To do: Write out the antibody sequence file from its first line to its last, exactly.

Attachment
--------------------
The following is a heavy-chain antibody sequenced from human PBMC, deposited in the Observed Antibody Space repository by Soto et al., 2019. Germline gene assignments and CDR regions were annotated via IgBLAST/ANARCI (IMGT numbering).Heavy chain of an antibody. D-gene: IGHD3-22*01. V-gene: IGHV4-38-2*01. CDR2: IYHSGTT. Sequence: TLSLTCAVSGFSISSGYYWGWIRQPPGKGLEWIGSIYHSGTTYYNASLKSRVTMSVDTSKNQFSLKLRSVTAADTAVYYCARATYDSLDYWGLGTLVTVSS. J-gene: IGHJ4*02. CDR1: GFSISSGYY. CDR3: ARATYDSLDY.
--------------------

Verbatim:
The following is a heavy-chain antibody sequenced from human PBMC, deposited in the Observed Antibody Space repository by Soto et al., 2019. Germline gene assignments and CDR regions were annotated via IgBLAST/ANARCI (IMGT numbering).Heavy chain of an antibody. D-gene: IGHD3-22*01. V-gene: IGHV4-38-2*01. CDR2: IYHSGTT. Sequence: TLSLTCAVSGFSISSGYYWGWIRQPPGKGLEWIGSIYHSGTTYYNASLKSRVTMSVDTSKNQFSLKLRSVTAADTAVYYCARATYDSLDYWGLGTLVTVSS. J-gene: IGHJ4*02. CDR1: GFSISSGYY. CDR3: ARATYDSLDY.